Author: Kevin Emerson
Series: Exiles # 1
Genre: Contemporary, Mystery (sort of)
Publisher: Katherine Tegen
Release Date: 29 April 2014
Summary: Catherine Summer Carlson
knows how to manage bands like a professional—she’s a student at the
PopArts Academy at Mount Hope High, where rock legends Allegiance to
North got their start. Summer knows that falling for the lead singer of
her latest band is the least professional thing a manager can do. But
Caleb Daniels isn’t an ordinary band boy—he’s a hot, dreamy,
sweet-singing, exiled-from-his-old-band, possibly-with-a-deep-dark-side
band boy. And he can do that thing. That thing when someone sings a song
and it inhabits you, possesses you, and moves you like a marionette to
Summer also finds herself at the center of a mystery
she never saw coming. When Caleb reveals a secret about his long-lost
father, one band’s past becomes another’s present, and Summer finds it
harder and harder to be both band manager and girlfriend. She knows what
the well-mannered Catherine side of her would do, but she also knows
what her heart is telling her. Maybe it’s time to accept who she really
is, even if it means becoming an exile herself. . . .
Review: You should know up front, I don't read a lot of novels about music - non-fiction yes. I just finished Keith Richard's autobiography and it blew my mind - but novels? Not so much. The reason I don't tend to read a lot of novels where music is a central theme is because I judge from page one. As a matter of fact, in recent memory, the only novels about music I remember distinctly enjoying were Gayle Forman's If I Stay and Where She Went, but then those weren't really about music were they?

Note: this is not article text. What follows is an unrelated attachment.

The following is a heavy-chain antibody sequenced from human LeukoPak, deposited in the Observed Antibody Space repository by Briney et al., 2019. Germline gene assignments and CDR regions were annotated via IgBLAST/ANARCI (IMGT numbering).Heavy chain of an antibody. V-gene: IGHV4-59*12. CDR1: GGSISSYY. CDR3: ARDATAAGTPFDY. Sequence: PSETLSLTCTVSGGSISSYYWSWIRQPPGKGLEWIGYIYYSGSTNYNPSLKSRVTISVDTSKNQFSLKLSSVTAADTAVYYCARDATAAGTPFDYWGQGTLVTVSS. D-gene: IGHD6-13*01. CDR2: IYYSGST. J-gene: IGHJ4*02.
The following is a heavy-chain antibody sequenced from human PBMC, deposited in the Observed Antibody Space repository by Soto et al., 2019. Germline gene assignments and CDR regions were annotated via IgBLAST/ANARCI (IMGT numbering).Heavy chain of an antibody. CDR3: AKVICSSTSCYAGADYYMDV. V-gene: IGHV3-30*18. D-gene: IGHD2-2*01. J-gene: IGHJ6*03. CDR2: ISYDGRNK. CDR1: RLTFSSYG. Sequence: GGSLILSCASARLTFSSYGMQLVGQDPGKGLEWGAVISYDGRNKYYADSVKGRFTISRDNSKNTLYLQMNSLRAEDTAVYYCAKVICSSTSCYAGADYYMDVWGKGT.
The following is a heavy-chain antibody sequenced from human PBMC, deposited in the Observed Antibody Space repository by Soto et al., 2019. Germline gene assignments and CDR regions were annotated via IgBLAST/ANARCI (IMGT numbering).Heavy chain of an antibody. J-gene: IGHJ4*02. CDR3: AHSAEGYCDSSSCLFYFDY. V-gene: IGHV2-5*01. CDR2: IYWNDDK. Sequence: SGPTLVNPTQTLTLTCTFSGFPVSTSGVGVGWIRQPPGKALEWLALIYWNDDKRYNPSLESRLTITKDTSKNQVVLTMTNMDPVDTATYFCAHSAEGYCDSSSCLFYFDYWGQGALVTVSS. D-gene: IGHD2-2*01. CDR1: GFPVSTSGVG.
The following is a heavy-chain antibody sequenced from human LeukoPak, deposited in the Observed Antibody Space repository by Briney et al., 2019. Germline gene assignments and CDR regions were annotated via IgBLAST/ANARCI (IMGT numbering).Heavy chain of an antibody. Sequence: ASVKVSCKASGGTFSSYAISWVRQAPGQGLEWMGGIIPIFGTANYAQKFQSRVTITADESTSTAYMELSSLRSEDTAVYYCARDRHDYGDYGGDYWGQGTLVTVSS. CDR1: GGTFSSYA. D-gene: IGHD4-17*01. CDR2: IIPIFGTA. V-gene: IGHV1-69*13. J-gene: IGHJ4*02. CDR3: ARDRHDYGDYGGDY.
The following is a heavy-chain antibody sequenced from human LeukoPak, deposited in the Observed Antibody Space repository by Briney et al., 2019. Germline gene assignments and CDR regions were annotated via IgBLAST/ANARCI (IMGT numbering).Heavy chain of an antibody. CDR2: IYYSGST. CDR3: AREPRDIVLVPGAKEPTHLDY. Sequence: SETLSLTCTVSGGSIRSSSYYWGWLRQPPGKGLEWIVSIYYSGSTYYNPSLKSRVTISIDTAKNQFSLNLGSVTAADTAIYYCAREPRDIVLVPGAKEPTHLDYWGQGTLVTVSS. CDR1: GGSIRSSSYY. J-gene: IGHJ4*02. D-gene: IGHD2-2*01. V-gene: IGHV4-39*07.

It is with that in mind, that bias I automatically have, that I went into this book; and let me tell you: Kevin Emerson knows music. This guy gets it, he knows what it's like to feel the beat with every part of you. To stand at the back of a converted-garage covered in sweat and smiling because you haven't felt this great in a while, because the music is flowing around and through you. It's the beating of your heart, and the rumble in your fingers, its the thumping of the bass line in your heels, digging into the concrete, blowing you apart, and then piecing you back together. I'll give him that, he knows music.
But, I constantly had one question going through my mind: why is this from a female perspective? Caleb was the interesting character, Catherine/Summer felt stock. She went through average high school troubles, and had average parent troubles, and average relationship troubles (hint: instant love is still annoying, even if you're acknowledging it through the entire book). Whereas Caleb had all of these dimensions, he had a mystery surrounding him that I, personally, felt could have been better explored through turning him into the narrator - instead of turning him into the "broody love interest". There was also something about Catherine/Summer's voice that felt sadly inauthentic. Like she was trying to be every other young adult contemporary female out there, and unfortunately failing miserably.
Don't mistake me: I loved the music, I loved reading about the music. I just had a hard time standing the voice that told me about it, when I knew there were other characters in the story who were more passionate about not only the music, but what was happening to them.